I have more/different lenses but those 2 are cover the bases and I would only recommend getting those.
post #21 of 25
the best advice i have received for skiing in flat light is this
'let your skis run wider under your body during turns, so as to maintain more contact with the snow, rather then the up and down you usually do. up and down, you lose 'touch' with the snow and therefore are more susceptile to unseen changes in terrain. if you let the skis run wide, you feel the snow for longer and therefore get a split second more to react to changing terrain such as bumps.'
post #22 of 25
Quote:
Originally Posted by Ski Spirit View Post
For the first time yesterday I skied in flat light and it was disorienting. I would stop and feel like I was still moving. I felt light-headed, dizzy at times. If someone hadn't told me it was due to the light, I would have thought I was sick.
I have struggled with motion sickness my whole life. I love roller coasters, but they make me sick. I have to always be watching the road when I am in a car and I won't even think about getting on a boat. Unfortunately it affects me while I am skiing as well. At first I thought it might be altitude sickness, but I realized that I didn't feel that bad on sunny days and got so sick on cloudy days that I would have to stop skiing. A little internet research and I found that the rhythmic motion of skiing has been found to cause motion sickness in some people and poor visibility can greatly increase the onset and the symptoms.

Last year I pushed it on a flat light day and I got disoriented very quickly. I felt dizziness, nausea, light-headedness, etc. to the point where I got sick on the mountain twice before quiting for the day. This really got me upset because I love to ski and I am lucky to get 12 days in a season so I can't just sit out the cloudy days. Over the summer my Dr. gave me a prescription for the motion sickness patch that you wear behind your ear for 3 days at a time. I have skied 7 days so far this year and 3 of them were in poor visibility. I have worn my motion sickness patch every day of skiing and I have felt fine. Obviously this hasn't helped my vision on flat light days and I still occasionally get mildly disoriented because of the poor visibility, but I keep waiting for the nausea to kick in and it hasn't. The only side effect is my mouth gets dry as hell but I can ski all day in any conditions so I am not going to complain. Now if I can just get my Dr. to get me out of work from December-March for my "ski sickness" life would be perfect.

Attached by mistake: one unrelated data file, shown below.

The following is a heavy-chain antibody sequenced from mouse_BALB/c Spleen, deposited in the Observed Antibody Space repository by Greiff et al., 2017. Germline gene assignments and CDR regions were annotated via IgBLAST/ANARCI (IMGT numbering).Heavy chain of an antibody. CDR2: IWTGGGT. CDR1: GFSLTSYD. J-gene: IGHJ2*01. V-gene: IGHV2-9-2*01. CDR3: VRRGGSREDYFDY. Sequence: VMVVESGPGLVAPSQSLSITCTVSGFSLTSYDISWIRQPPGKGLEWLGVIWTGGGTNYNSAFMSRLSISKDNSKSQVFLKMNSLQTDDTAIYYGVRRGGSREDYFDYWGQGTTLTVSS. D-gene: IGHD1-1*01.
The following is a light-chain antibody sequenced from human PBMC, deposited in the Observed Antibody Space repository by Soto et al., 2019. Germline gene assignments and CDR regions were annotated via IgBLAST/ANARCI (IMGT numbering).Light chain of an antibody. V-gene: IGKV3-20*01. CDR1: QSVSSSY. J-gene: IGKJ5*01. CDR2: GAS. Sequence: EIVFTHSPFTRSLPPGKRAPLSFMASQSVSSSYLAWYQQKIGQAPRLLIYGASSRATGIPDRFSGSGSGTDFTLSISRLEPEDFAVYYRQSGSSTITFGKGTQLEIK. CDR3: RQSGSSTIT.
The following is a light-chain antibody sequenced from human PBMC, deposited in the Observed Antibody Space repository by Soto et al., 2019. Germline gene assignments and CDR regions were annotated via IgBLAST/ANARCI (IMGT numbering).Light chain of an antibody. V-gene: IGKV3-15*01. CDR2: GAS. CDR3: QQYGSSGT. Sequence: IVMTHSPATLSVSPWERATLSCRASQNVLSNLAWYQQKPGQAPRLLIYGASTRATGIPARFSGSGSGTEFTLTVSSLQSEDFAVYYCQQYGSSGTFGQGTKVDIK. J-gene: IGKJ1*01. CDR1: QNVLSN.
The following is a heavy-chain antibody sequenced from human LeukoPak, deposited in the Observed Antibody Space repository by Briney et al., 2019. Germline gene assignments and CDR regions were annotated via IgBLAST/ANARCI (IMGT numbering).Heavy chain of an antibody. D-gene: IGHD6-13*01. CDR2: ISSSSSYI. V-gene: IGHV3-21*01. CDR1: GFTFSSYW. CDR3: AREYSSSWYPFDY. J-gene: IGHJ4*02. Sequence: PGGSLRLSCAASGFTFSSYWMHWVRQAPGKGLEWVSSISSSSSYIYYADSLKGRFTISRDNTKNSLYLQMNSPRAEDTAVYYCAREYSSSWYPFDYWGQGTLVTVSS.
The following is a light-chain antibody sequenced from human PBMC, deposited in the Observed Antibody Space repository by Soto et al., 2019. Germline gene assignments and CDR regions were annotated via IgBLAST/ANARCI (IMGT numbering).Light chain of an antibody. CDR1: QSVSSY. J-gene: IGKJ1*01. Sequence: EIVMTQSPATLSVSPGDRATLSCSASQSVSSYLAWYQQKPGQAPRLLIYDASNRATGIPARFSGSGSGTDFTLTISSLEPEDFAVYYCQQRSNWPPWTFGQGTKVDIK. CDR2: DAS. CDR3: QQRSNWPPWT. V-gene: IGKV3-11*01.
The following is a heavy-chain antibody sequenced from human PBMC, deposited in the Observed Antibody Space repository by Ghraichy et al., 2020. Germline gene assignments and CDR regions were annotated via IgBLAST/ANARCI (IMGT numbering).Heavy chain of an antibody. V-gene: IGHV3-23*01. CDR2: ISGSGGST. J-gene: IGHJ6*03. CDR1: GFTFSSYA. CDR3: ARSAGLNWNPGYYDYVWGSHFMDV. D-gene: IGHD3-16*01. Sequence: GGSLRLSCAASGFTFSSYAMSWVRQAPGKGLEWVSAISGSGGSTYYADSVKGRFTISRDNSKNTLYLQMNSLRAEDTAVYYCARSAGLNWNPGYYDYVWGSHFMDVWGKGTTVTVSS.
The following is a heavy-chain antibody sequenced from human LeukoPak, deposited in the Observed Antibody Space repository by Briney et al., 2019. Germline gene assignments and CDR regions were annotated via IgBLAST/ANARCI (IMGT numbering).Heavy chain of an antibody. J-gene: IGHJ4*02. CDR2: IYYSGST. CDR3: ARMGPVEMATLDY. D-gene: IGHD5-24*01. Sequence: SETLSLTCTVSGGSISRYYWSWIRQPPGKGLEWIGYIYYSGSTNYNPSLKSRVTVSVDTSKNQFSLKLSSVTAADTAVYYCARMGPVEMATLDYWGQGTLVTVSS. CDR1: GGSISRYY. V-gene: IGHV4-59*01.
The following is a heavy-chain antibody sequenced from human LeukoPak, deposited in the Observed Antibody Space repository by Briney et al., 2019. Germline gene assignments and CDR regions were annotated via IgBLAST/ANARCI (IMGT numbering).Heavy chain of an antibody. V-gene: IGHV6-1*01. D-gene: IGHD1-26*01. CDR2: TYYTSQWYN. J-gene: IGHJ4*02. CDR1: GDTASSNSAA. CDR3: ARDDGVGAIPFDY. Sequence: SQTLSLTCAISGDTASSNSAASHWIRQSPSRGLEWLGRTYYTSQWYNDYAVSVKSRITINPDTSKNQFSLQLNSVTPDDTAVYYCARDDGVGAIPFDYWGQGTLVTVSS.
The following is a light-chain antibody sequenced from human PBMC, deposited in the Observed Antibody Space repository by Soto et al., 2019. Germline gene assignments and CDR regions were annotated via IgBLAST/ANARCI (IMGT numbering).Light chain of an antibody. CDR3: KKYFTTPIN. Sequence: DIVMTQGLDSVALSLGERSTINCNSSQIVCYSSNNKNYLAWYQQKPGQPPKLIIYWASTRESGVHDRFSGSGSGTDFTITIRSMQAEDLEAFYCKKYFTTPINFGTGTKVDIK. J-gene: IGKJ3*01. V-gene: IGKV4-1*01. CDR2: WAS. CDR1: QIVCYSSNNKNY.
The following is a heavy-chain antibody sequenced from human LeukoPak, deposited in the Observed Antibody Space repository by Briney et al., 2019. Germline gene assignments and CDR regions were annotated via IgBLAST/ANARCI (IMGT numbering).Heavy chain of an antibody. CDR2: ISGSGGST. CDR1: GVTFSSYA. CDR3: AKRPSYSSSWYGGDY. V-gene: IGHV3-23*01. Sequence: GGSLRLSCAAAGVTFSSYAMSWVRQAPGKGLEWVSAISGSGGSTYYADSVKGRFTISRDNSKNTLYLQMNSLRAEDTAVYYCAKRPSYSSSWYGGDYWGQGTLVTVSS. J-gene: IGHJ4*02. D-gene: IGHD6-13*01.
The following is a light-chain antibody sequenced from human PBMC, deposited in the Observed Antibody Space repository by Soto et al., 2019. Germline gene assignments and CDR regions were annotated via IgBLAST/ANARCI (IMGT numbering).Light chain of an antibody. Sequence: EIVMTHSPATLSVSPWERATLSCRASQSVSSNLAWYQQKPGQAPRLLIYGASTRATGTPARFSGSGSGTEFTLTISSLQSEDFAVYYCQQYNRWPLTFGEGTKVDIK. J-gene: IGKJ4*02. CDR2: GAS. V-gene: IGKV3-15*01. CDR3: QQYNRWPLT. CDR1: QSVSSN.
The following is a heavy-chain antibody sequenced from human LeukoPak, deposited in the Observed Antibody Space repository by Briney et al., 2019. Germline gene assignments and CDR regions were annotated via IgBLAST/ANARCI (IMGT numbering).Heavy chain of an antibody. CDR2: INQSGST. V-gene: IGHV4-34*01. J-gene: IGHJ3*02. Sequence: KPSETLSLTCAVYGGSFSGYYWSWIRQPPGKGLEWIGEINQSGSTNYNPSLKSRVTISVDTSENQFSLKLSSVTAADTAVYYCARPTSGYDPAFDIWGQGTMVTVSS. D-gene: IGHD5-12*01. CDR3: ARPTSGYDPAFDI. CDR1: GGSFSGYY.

post #23 of 25
Quote:
Originally Posted by StormDay View Post
yes. For skiing Tahoe it nice to have a good flat light google (Sensor Mirror) and good bright sunny day (spring skiing) goggle like Smith's Platinum Rose lenses.

I have more/different lenses but those 2 are cover the bases and I would only recommend getting those.
exactly the same!
post #24 of 25
Quote:
Originally Posted by Ski Spirit View Post
Do a lot of you have multiple sets of goggles or lenses for different conditions?
I think you'll find that a few skiers do have multiples; I have two sets.

The long-term change, not mentioned above, is simply learning to use a different focus on the terrain around you.

Peripheral vision has different contrast and color properties than focused vision.

As one builds confidence and speed (in any light, really), the gaze spot changes to further and further away from the skier. The immediate surroundings are then processed by peripheral vision. So, one gets more accustomed to using it, and less disoriented when direct focus gets difficult.

Obvious corollaries:

- the lens that looks best in shop may not ski the best for you; it's hard to examine things without focusing on them.
- the lens that works well for someone else in the same terrain and light may not be right for you, because they're simply looking at a different part of the terrain
- advanced skiers can find situations where peripheral vision is removed quite disorienting, e.g. headlamp skiing
post #25 of 25
Thread Starter 
I think I've said thanks several times. But one more time...thanks. Epic is a great source of info for those of us seeking more knowledge and this is certainly a group of highly knowledgable people!
New Posts  All Forums:Forum Nav:
  Return Home
  Back to Forum: Beginner Zone
EpicSki › The Barking Bear Forums › Ski Training and Pro Forums › Beginner Zone › Skiing in flat light